The 48 volts could be because, well, the duty of the electric motor is nowhere near what it would be in a true hybrid. So a balance of cost, efficiency, safety and power was likely found at 48 volts.

          (Just guessing, though)
          =Smidge=

          • Just an FYI - a few automotive manufacturers are planning on releasing vehicles with just such a system from the factory. (i.e. a "super alternator")

            They would probably work better than a retrofit hybrid system like the one linked to, since the controls for regenerative braking would be better. (For example, causing the transmission to downshift, increasing engine and generator RPM.)

            The suggestion of triggering on MAP is a good one though, although there are probably cases where the driver would want to
        • Ahhh, I had not considered that. You must be right.

          Hey, this is Slashdot! You're not allowed to be civil!
      • by the_rajah ( 749499 ) * on Friday August 27, 2004 @11:31PM (#10094106) Homepage
        has nothing to do with the mechanical brakes other than that it takes some of the load off them.

        Remember that any DC motor can work equally well as a generator. In regenerative braking, the motor becomes a generator providing mechanical resistance to slow the vehicle and the energy produced is fed to the energy storage device, either batteries or super capacitor where it can later be recovered and used over.

        Actually this is fairly common practice in certain types of traction (cabled) elevators where the motion of the elevator car, say, up in the case of an empty cab with counter-weights heavier than the cab, actually pushes power back into the 3 phase power lines. There are no big resistors needed to consume the energy produced when the drive motor becomes a generator. This is efficient in terms of energy consumption.

        Mechanical brakes on elevators are normally set only after the cab is electrically stopped and held at floor level.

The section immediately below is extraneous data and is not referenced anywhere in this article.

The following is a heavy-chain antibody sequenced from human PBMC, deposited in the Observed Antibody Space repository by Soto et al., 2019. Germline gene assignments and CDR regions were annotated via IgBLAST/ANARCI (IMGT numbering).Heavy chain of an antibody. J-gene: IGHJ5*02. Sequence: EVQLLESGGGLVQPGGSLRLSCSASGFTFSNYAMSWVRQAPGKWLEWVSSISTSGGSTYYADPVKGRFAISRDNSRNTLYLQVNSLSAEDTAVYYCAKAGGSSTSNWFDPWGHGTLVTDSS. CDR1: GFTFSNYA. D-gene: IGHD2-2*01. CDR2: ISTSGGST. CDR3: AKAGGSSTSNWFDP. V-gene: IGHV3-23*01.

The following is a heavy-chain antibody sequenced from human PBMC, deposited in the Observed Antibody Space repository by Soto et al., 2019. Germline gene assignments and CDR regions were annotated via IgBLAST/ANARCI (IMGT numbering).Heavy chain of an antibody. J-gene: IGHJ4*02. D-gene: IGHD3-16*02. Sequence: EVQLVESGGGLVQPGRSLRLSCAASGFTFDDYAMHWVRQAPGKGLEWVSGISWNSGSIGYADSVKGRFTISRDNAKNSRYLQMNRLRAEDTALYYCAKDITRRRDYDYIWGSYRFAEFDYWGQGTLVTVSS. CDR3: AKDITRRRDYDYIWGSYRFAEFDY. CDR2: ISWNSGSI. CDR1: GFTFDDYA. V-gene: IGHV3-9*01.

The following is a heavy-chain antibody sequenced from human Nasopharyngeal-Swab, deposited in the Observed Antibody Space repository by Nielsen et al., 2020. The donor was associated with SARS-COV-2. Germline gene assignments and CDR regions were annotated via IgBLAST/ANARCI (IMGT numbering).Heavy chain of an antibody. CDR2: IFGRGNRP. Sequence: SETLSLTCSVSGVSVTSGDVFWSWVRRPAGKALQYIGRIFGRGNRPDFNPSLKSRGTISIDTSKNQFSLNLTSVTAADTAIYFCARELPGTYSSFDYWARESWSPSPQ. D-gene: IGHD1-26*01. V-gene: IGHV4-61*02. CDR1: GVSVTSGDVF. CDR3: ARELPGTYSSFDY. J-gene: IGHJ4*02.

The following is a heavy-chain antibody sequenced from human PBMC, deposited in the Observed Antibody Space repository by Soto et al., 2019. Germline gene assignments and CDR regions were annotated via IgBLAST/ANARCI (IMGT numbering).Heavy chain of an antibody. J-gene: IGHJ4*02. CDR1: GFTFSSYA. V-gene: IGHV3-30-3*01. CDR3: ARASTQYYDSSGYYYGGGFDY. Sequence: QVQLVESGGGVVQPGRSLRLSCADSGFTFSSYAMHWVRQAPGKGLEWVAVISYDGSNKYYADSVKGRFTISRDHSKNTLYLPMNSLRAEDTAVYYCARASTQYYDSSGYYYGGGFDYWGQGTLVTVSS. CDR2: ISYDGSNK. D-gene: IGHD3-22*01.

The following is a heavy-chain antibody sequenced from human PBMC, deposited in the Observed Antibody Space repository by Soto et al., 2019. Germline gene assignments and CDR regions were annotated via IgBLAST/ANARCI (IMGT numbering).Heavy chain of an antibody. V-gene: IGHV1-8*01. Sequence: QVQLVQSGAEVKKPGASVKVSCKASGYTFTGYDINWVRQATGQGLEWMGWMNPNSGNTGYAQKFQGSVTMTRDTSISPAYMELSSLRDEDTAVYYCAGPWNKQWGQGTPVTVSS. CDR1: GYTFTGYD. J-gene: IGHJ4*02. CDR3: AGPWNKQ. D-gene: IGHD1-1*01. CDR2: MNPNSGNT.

"Do the Right Thing. It will gratify some people and astound the rest." - Mark Twain
        • It's late, I'm up past my bedtime here at the rest home and I had beer with my supper. I can't believe I did that.

          "Do the Right Thing. It will gratify some people and astound the rest." - Mark Twain
        • "In regenerative braking, the motor becomes a generator providing mechanical resistance to slow the vehicle and the energy produced is fed to the energy storage device, either batteries or super capacitor where it can later be recovered and used over."

          Actually no. in regenerative braking, the motor that is attached to the wheels no longer provides power, and reverse energizes the coils, the spinning wheels then have to overcome the engine, basically running in reverse, done right this creates a net gain
          • (Engines work better as engines than generators, and generators work better as generators then engine I'll give you that one, an electric motor might be 85% efficent as a motor vs. 75% as a generator but compare that to a gassoline engine which is 30% efficent as a engine and not able to generate at all (roll it down hill and the gas tank doesn't fill).
            Try appling voltage to your alternator and see if it spins As is, it will turn a bit and lock into position when fed electricity, take out the diode recitfi
      • It's basically engine braking, using the vehicle's momentum to charge the battery thru the alternator.